By pursuing a law degree, I intend to enter a profession that aligns with the interests and aptitudes I have discovered and developed through real work experience.
It is through deep personal reflection that I have decided that law is the natural extension of my training, personality, and talents. Silicon Valley Start-Up Structure: I led a multi-million dollar design team; I can succeed in law school. This is an excellent personal statement because it shows this candidate has had a tangible impact on organizations, and probably on the global economy.
The statement keeps the reader engaged by giving a meaningful story with background, context, conflict, and resolution.
It also provides a peek into the mysterious and increasingly legendary world of Silicon Valley start-ups. This person is a doer, not a dreamer. The writer shows a depth of technical knowledge and strong analytic reasoning skills that go far beyond linear thinking, especially in the description of finding new solutions to highly technical problems that do not violate patents.
The statement creates desire in the admissions committee to admit this person because other companies seek to hire the applicant and venture capitalists are willing to support the applicant with substantial funds.
This applicant demonstrated his strong written communication skills by writing a compelling statement that uses several kinds of rhetorical appeals. Logic is used to show how his analytical ability helps to keep the company afloat in the same waters where others have foundered.Hurricane Devastation Of Hurricane Katrina Words | 9 Pages.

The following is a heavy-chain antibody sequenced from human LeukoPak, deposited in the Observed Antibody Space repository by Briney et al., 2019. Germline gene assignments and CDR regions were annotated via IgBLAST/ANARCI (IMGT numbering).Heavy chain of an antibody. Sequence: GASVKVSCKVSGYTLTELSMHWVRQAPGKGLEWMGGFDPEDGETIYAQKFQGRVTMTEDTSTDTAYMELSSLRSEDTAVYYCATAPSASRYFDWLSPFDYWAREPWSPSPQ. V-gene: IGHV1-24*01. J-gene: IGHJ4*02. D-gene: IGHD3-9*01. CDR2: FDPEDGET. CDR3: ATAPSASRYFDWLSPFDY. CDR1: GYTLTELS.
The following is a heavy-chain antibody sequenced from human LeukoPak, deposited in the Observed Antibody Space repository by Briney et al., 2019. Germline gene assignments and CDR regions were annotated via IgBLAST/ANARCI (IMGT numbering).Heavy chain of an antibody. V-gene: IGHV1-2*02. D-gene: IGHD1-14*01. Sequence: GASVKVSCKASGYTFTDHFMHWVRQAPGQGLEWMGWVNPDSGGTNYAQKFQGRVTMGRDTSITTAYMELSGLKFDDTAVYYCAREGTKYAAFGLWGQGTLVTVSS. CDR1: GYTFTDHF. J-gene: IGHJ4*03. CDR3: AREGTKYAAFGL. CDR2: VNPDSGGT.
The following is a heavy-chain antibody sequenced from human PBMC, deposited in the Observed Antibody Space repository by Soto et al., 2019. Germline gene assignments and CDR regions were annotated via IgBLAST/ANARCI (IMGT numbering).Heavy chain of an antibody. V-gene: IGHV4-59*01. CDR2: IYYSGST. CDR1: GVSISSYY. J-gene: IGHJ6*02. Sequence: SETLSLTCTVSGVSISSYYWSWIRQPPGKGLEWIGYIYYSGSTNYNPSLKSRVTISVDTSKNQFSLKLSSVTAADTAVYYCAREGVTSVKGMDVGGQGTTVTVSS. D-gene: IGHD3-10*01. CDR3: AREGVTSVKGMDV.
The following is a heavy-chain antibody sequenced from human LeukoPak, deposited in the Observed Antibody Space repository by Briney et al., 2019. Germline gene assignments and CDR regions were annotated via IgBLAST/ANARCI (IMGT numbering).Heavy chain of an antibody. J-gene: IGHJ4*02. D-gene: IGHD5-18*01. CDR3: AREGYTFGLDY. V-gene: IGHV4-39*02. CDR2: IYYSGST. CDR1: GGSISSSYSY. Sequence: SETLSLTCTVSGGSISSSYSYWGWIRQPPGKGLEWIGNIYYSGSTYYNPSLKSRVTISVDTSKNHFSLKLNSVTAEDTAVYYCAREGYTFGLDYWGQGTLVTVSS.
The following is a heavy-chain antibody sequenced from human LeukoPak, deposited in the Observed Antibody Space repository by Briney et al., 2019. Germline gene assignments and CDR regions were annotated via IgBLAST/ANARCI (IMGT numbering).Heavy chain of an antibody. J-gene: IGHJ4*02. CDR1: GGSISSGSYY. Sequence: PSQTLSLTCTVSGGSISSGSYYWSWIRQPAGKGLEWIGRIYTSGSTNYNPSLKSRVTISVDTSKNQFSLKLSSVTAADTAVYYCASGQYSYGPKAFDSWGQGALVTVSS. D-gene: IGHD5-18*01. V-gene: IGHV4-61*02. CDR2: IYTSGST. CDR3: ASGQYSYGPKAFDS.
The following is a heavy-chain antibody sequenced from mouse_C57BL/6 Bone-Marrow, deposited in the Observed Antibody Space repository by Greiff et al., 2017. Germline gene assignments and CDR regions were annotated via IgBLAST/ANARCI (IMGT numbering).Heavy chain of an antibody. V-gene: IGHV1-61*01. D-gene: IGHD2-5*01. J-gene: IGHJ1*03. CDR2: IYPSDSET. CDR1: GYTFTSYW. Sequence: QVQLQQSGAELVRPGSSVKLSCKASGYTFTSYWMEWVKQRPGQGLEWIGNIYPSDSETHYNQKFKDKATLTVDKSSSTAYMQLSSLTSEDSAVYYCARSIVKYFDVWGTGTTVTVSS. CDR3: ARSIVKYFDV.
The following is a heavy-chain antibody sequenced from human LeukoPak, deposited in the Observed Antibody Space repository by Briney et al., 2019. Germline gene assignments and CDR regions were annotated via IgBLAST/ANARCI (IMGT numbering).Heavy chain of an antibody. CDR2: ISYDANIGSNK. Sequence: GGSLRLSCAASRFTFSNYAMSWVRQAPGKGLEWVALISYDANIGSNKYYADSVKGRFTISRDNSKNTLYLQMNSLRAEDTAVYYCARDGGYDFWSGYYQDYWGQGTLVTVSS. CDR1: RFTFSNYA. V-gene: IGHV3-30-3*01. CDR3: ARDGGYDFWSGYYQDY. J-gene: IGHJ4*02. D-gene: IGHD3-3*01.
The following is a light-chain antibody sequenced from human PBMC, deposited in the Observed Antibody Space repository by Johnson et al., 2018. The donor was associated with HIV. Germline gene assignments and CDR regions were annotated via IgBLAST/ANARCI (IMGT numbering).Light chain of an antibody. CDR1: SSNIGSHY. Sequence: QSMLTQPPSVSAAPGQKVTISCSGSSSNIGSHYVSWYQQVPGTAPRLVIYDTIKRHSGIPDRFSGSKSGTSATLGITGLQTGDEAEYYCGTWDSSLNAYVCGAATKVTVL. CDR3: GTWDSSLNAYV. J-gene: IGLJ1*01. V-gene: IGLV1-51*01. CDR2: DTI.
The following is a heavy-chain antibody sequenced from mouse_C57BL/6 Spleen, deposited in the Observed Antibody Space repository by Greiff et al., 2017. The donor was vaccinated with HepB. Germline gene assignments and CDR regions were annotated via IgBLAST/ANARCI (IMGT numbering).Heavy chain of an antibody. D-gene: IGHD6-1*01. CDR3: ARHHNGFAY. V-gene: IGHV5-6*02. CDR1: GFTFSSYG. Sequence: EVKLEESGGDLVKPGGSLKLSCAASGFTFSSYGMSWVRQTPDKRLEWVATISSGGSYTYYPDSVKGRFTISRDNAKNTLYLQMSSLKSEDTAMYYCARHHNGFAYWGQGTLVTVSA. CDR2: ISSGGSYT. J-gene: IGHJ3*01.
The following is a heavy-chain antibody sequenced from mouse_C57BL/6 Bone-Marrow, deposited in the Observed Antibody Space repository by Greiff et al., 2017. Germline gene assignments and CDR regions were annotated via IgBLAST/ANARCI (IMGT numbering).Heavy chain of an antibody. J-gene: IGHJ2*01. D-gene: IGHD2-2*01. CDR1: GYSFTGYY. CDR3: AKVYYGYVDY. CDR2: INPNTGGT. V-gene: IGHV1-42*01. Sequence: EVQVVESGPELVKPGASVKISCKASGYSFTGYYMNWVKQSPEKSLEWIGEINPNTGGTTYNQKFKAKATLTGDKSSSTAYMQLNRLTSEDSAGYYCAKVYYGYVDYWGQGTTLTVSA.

Introduction Hurricane Katrina is known for being the most dangerous and murderous hurricane that occurred on August of “Hurricane Katrina was one of the strongest storms to impact the coast of the United States during the last years.” (“Hurricane Katrina” from NOAA) Hurricanes all start in tropical.
Personal Statement Examples - Sample Law School Personal Statements. It requires a lot of effort and thought to write a personal statement that effectively captures your greatest qualities and stands out to admissions committees.
Hurricane Katrina: The New Orleans Levee Failures Essay - Most of the destructions from the events of August 29th , when Katrina Hit the City Of New Orleans, were not only caused by the storm itself; but also, by failure of the engineering of the levee system protecting the entire infrastructure of the city.
Hurricane Katrina was the deadliest and most destructive Atlantic hurricane[->0] of the Atlan[->1]- tic oil platforms[->2] and caused the closure of nine refine- ries. The forestry industry in Mississippi was also affected, as million acres of forest lands were destroyed.
Hurricane Katrina: The New Orleans Levee Failures - Most of the destructions from the events of August 29th , when Katrina Hit the City Of New Orleans, were not only caused by the storm itself; but also, by failure of the engineering of the levee system protecting the entire infrastructure of the city.